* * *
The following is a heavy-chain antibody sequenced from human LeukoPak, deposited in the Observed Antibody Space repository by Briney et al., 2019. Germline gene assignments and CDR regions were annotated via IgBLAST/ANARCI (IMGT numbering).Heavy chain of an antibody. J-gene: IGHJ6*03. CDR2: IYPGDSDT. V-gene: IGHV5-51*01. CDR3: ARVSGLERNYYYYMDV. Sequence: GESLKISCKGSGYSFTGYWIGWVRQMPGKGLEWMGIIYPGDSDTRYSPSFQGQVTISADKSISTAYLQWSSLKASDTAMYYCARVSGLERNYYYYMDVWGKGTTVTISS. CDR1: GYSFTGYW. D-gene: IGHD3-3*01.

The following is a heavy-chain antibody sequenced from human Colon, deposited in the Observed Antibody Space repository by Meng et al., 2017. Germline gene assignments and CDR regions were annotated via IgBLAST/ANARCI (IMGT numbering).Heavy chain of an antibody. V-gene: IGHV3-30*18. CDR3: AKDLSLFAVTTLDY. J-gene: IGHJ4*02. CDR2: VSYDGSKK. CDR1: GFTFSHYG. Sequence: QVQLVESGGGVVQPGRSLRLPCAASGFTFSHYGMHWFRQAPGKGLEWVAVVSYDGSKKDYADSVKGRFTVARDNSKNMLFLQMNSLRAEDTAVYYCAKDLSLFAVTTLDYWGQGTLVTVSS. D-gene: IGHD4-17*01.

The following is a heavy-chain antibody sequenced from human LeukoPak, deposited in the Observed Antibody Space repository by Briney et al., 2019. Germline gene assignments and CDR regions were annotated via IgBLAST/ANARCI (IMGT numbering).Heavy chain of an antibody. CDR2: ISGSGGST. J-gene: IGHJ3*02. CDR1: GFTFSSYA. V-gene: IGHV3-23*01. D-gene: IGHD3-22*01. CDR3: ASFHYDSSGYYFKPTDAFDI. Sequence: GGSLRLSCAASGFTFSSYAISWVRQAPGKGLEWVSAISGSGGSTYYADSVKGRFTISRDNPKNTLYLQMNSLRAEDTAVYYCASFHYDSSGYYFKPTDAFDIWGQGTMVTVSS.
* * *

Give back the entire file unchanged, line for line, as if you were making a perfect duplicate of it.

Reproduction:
The following is a heavy-chain antibody sequenced from human LeukoPak, deposited in the Observed Antibody Space repository by Briney et al., 2019. Germline gene assignments and CDR regions were annotated via IgBLAST/ANARCI (IMGT numbering).Heavy chain of an antibody. J-gene: IGHJ6*03. CDR2: IYPGDSDT. V-gene: IGHV5-51*01. CDR3: ARVSGLERNYYYYMDV. Sequence: GESLKISCKGSGYSFTGYWIGWVRQMPGKGLEWMGIIYPGDSDTRYSPSFQGQVTISADKSISTAYLQWSSLKASDTAMYYCARVSGLERNYYYYMDVWGKGTTVTISS. CDR1: GYSFTGYW. D-gene: IGHD3-3*01.

The following is a heavy-chain antibody sequenced from human Colon, deposited in the Observed Antibody Space repository by Meng et al., 2017. Germline gene assignments and CDR regions were annotated via IgBLAST/ANARCI (IMGT numbering).Heavy chain of an antibody. V-gene: IGHV3-30*18. CDR3: AKDLSLFAVTTLDY. J-gene: IGHJ4*02. CDR2: VSYDGSKK. CDR1: GFTFSHYG. Sequence: QVQLVESGGGVVQPGRSLRLPCAASGFTFSHYGMHWFRQAPGKGLEWVAVVSYDGSKKDYADSVKGRFTVARDNSKNMLFLQMNSLRAEDTAVYYCAKDLSLFAVTTLDYWGQGTLVTVSS. D-gene: IGHD4-17*01.

The following is a heavy-chain antibody sequenced from human LeukoPak, deposited in the Observed Antibody Space repository by Briney et al., 2019. Germline gene assignments and CDR regions were annotated via IgBLAST/ANARCI (IMGT numbering).Heavy chain of an antibody. CDR2: ISGSGGST. J-gene: IGHJ3*02. CDR1: GFTFSSYA. V-gene: IGHV3-23*01. D-gene: IGHD3-22*01. CDR3: ASFHYDSSGYYFKPTDAFDI. Sequence: GGSLRLSCAASGFTFSSYAISWVRQAPGKGLEWVSAISGSGGSTYYADSVKGRFTISRDNPKNTLYLQMNSLRAEDTAVYYCASFHYDSSGYYFKPTDAFDIWGQGTMVTVSS.